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Not important people,  or,  No need to pay attention to these folks.
"Not important people," or, "No need to pay attention to these folks."
Alfred Eisenstaedt—The LIFE Picture Collection/Getty Images

Even if you're the kind of savvy networker who makes a habit of lunching with well-placed colleagues, you may be overlooking some key players at the office: your younger co-workers.

Many midlife professionals make the mistake of gravitating to office friends in their same age group and level of seniority, says Jaime Klein, founder of Inspire Human Resources in New York City. As the folks in your circle retire or move on, however, this can leave you without anyone in a position to help you.

Besides, as Klein notes, "the millennials will be the people we will all be reporting to in the next 20 years." In other words, those up-and-comers are worth getting to know.

Catch the rising stars

While it's usually obvious which high-level individuals can help you, you may need to do some detective work to spot tenderfoots with the potential to climb.

Pay attention to the ideas they suggest at meetings to see who's the most innovative and gaining the most traction. Look for those who might benefit from your guidance but who can also teach you something, whether because they are Pinterest whizzes or have worked overseas.

The ideal relationship "should be an exchange of knowledge and perspective," says New York career coach Stefanie Smith.

Be cool, but not too cool

If you're higher up in the food chain, younger co-workers may see you as inaccessible. To make real connections, you'll want to show you're approachable. "Lose your ego," advises Tom Gimbel, CEO of LaSalle Network, a staffing firm in Chicago.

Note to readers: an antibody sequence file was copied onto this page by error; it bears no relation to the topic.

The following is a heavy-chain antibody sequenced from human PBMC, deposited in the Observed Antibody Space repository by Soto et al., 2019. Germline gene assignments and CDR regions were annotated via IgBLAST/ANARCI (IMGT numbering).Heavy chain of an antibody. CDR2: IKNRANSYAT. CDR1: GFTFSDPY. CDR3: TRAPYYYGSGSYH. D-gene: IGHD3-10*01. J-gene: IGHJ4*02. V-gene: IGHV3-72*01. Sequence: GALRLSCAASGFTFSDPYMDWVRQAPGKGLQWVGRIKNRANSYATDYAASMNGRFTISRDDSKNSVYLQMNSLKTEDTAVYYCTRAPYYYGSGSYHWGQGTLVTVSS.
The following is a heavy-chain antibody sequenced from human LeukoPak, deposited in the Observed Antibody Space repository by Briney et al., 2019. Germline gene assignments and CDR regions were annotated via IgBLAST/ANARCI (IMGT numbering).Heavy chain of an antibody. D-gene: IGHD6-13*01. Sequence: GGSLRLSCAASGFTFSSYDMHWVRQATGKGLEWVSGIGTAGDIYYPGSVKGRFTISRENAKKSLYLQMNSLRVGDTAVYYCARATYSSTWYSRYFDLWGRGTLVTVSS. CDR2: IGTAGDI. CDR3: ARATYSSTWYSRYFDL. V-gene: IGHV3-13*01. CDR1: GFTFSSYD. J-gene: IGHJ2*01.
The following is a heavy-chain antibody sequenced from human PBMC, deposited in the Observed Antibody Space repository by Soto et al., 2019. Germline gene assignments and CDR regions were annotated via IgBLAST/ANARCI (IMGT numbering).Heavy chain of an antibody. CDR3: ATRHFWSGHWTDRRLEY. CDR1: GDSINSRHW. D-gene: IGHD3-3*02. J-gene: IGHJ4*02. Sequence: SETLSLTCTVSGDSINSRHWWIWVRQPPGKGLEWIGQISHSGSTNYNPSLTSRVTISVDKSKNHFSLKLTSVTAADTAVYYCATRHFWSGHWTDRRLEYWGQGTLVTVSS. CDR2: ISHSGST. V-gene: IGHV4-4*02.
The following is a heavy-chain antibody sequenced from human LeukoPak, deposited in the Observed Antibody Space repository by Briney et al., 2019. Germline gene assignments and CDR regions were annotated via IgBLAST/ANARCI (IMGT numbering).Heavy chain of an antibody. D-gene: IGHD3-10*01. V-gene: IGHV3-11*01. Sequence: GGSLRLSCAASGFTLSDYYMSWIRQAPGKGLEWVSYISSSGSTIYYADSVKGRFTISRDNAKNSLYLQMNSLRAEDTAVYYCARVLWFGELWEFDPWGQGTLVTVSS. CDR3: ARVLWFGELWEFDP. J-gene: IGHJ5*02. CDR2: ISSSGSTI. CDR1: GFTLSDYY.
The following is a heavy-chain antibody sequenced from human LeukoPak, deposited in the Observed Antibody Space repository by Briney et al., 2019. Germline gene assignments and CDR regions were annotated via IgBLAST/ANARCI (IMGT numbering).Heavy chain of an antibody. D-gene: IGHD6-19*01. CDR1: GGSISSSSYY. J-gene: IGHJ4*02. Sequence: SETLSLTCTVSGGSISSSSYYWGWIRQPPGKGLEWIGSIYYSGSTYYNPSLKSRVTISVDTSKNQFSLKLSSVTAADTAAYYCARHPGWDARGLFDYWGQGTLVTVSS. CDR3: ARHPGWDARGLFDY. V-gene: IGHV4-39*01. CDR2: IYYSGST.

Simply making the effort to chat about last night's ball game—or learning how to talk with them on IM, if that's what they use—can go a long way. Don't go overboard by sending links to memes or trying to use "yolo" in a sentence. You'll just look silly.

Polish your pickup lines

While getting together outside the office can help build a better relationship, you have to be strategic in how you go about it.

A 55-year-old asking a 28-year-old of the opposite sex for after-work drinks sends the wrong message. Inviting your younger co-worker for coffee or lunch is usually a safer bet. Say something like, "I understand you do digital strategy. I'd like to learn more about what you do day to day."

If the person seems slow to find the time, don't persist. "Offer the opportunity -- then see who recognizes the value and follows up," Smith says.

Another option is to ask your new pal to an event where you can both learn, like a lunchtime talk on a career-related topic at your university club. Or organize departmental drinks at a bar, and concentrate on chatting with the brightest young things. Just don't let your guard down too much. You could be sharing brewskis with your next boss.